United States District Court, D. Utah
MEMORANDUM DECISION & ORDER DISMISSING
J. Shelby Chief District Judge
Brian Oblad, proceeds in forma pauperis,
see 28 U.S.C.S. § 1915 (2019), in this pro
se civil-rights suit, see 42 id.
§ 1983. Having screened, 28 id. § 1915A,
the Complaint, (Doc. No. 3), the Court now orders dismissal.
Standard of Review
Court shall dismiss claims in a complaint filed in forma
pauperis that are frivolous, malicious, or fail to state
a claim upon which relief may be granted. See 28
U.S.C.S. § 1915(e)(2)(B) (2019). "Dismissal of a
pro se complaint for failure to state a claim is proper only
where it is obvious that the plaintiff cannot prevail on the
facts he has alleged and it would be futile to give him an
opportunity to amend.” Perkins v. Kan. Dep't of
Corrs., 165 F.3d 803, 806 (10th Cir. 1999). When
reviewing a complaint's sufficiency, the Court
"presumes all of plaintiff's factual allegations are
true and construes them in the light most favorable to the
plaintiff." Hall v. Bellmon, 935 F.2d 1106,
1109 (10th Cir. 1991).
Plaintiff is pro se, the Court construes his
pleadings "liberally" and holds them "to a
less stringent standard than formal pleadings drafted by
lawyers." Id. at 1110. However, "[t]he
broad reading of the plaintiff's complaint does not
relieve [him] of the burden of alleging sufficient facts on
which a recognized legal claim could be based."
Id. While Plaintiff need not describe every fact in
specific detail, "conclusory allegations without
supporting factual averments are insufficient to state a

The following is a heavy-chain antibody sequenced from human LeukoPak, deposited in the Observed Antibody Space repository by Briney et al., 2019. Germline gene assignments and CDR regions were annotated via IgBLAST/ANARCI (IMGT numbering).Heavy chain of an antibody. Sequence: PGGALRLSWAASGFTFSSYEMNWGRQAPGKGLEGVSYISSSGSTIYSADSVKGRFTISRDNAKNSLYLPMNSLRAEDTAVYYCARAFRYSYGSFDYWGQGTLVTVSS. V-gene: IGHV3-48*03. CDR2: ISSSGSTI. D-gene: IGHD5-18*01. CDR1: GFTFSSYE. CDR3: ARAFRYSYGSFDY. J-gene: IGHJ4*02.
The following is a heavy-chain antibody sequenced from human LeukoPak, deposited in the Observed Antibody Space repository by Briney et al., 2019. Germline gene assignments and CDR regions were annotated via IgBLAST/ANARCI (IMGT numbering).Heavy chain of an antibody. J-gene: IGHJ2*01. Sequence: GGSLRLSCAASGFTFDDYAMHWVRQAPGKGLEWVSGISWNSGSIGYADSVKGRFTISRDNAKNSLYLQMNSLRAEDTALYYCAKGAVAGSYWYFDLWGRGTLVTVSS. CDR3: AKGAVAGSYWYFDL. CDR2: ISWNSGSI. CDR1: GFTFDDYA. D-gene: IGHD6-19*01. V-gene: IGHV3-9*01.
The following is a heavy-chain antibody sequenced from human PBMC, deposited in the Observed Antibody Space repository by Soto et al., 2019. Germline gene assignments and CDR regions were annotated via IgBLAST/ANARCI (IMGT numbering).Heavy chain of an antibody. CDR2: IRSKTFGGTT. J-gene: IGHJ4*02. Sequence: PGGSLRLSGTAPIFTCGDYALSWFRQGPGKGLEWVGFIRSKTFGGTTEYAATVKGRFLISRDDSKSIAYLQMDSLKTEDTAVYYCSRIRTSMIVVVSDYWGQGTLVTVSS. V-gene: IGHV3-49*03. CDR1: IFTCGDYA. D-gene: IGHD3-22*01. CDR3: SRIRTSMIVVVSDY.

claim on which relief can be based." Id.
asserts prison contract attorneys Cundick and Freestone
violated his federal civil rights by denying him meaningful
access to the courts when they provided inadequate legal
the Court concludes that Defendants are not culpable under
federal civil-rights law because, as private attorneys
contracted by the Utah Department of Corrections to provide
initial legal services for state prisoners, they are not
“state actors.” First, though lawyers are
generally licensed by states, “they are not officials
of government by virtue of being lawyers.” In re
Griffiths, 413 U.S. 717, 729 (1973). Further, precedent
holds that private contractors' acts do not become
governmental acts under § 1983 by reason of their
significant or even total involvement in executing the terms
of public contracts. Rendell-Baker v. Kohn, 457 U.S.
830, 841 (1982). “[The Fourteenth] Amendment erects no
shield against merely private conduct, however discriminatory
or wrongful.” Shelly v. Kramer, 334 U.S. 1, 14
earlier case decided in this Court is persuasive: Smith
v. Freestone, No. 2:97-CV-944. A Report and
Recommendation adopted in a dismissal order by the
district-court judge, states, “Prison contract
attorneys do not work under color of state law for purposes
of § 1983.” See id., slip op. at 3 (D.
Utah Aug. 20, 1998). The dismissal was affirmed by the Tenth
Circuit, ruling that attorneys contracting with the state to
provide legal help to inmates were not acting under
“color of state law” in performing those duties.
Smith v. Freestone, No. 99-4005, 1999 U.S. App.
LEXIS 16766, at *2 (10th Cir. July 20, 1999); cf. Polk
County v Dodson, 454 U.S. 312, 321 (1981) (“[A]
public defender is not amenable to administrative direction
in the same sense as other employees of the State.”).
final point: Like public defenders, Defendants work under
canons of professional responsibility that govern their
exercise of independent judgment on behalf of clients.
“[T]he canons of professional ethics impose limits on
permissible advocacy.” Dodson, 454 U.S. at
323. In other words, every lawyer, whether privately retained
or publicly appointed, is charged to avoid clogging the
courts with frivolous claims. See id.
IS HEREBY ORDERED that this action is
DISMISSED with prejudice, under 28 U.S.C.S.
§ 1915(e)(2)(B) (2019), because Plaintiff failed to